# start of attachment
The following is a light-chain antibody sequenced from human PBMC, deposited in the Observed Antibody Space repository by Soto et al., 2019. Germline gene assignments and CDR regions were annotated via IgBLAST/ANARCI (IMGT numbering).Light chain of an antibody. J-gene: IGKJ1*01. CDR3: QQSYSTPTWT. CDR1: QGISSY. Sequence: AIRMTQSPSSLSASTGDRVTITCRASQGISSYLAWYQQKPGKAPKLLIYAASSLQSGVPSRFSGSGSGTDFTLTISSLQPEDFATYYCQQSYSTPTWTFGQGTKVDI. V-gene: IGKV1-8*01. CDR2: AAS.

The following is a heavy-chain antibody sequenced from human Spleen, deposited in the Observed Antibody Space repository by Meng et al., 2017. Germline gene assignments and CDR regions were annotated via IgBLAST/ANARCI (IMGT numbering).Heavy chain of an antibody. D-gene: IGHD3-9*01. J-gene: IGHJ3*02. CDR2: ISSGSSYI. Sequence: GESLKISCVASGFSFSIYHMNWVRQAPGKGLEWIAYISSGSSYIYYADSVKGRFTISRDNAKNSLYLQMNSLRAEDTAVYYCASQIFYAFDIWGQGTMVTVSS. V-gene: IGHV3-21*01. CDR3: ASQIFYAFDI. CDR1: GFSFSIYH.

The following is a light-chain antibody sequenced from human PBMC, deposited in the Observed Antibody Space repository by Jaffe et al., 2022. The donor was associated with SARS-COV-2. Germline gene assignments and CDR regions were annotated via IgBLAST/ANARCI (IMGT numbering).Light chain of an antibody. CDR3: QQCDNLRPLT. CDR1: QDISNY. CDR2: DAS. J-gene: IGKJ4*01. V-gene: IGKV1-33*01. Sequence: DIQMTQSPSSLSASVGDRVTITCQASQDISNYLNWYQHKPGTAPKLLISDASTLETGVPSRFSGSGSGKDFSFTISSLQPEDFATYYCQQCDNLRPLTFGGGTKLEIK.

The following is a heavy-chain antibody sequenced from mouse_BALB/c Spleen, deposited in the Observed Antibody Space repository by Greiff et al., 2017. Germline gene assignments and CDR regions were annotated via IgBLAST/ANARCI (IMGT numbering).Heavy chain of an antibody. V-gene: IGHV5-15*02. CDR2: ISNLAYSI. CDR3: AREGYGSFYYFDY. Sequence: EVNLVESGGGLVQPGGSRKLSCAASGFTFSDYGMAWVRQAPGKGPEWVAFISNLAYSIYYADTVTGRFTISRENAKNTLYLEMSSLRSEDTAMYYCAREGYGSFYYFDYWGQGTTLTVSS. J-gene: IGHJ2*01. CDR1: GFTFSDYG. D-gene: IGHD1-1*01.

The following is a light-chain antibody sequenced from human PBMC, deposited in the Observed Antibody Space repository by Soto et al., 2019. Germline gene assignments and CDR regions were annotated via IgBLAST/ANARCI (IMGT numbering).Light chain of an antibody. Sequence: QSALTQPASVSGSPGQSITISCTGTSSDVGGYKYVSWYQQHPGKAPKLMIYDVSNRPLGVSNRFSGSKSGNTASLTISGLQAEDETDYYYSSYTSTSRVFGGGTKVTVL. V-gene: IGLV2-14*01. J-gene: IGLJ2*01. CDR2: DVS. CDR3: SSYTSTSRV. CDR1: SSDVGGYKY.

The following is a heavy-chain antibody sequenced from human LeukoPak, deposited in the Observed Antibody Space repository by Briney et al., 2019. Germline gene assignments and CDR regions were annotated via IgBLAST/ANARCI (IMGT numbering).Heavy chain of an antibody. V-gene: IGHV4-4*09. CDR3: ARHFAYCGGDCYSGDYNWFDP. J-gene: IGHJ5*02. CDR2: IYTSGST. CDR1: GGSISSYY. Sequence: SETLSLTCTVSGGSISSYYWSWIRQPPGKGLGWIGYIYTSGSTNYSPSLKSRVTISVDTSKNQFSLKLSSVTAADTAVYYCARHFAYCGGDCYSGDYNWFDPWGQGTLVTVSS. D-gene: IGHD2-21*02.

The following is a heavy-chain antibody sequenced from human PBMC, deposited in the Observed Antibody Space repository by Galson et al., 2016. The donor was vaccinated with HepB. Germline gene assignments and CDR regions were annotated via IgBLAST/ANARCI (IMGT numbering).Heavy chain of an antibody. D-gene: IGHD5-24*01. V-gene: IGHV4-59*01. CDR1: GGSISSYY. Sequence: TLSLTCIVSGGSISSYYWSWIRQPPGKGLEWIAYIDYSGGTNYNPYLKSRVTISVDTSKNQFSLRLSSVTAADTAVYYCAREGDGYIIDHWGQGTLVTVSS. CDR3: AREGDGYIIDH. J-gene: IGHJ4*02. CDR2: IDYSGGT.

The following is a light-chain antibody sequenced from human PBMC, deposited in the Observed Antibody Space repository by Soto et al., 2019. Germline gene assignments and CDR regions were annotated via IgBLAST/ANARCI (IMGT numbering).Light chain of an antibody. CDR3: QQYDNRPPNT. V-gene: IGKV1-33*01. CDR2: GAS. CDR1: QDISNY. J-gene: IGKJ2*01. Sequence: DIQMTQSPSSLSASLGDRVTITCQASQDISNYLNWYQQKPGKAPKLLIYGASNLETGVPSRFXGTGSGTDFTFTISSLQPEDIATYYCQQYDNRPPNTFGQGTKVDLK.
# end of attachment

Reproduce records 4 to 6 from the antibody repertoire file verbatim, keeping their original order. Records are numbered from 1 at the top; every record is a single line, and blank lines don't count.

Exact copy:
The following is a heavy-chain antibody sequenced from mouse_BALB/c Spleen, deposited in the Observed Antibody Space repository by Greiff et al., 2017. Germline gene assignments and CDR regions were annotated via IgBLAST/ANARCI (IMGT numbering).Heavy chain of an antibody. V-gene: IGHV5-15*02. CDR2: ISNLAYSI. CDR3: AREGYGSFYYFDY. Sequence: EVNLVESGGGLVQPGGSRKLSCAASGFTFSDYGMAWVRQAPGKGPEWVAFISNLAYSIYYADTVTGRFTISRENAKNTLYLEMSSLRSEDTAMYYCAREGYGSFYYFDYWGQGTTLTVSS. J-gene: IGHJ2*01. CDR1: GFTFSDYG. D-gene: IGHD1-1*01.

The following is a light-chain antibody sequenced from human PBMC, deposited in the Observed Antibody Space repository by Soto et al., 2019. Germline gene assignments and CDR regions were annotated via IgBLAST/ANARCI (IMGT numbering).Light chain of an antibody. Sequence: QSALTQPASVSGSPGQSITISCTGTSSDVGGYKYVSWYQQHPGKAPKLMIYDVSNRPLGVSNRFSGSKSGNTASLTISGLQAEDETDYYYSSYTSTSRVFGGGTKVTVL. V-gene: IGLV2-14*01. J-gene: IGLJ2*01. CDR2: DVS. CDR3: SSYTSTSRV. CDR1: SSDVGGYKY.

The following is a heavy-chain antibody sequenced from human LeukoPak, deposited in the Observed Antibody Space repository by Briney et al., 2019. Germline gene assignments and CDR regions were annotated via IgBLAST/ANARCI (IMGT numbering).Heavy chain of an antibody. V-gene: IGHV4-4*09. CDR3: ARHFAYCGGDCYSGDYNWFDP. J-gene: IGHJ5*02. CDR2: IYTSGST. CDR1: GGSISSYY. Sequence: SETLSLTCTVSGGSISSYYWSWIRQPPGKGLGWIGYIYTSGSTNYSPSLKSRVTISVDTSKNQFSLKLSSVTAADTAVYYCARHFAYCGGDCYSGDYNWFDPWGQGTLVTVSS. D-gene: IGHD2-21*02.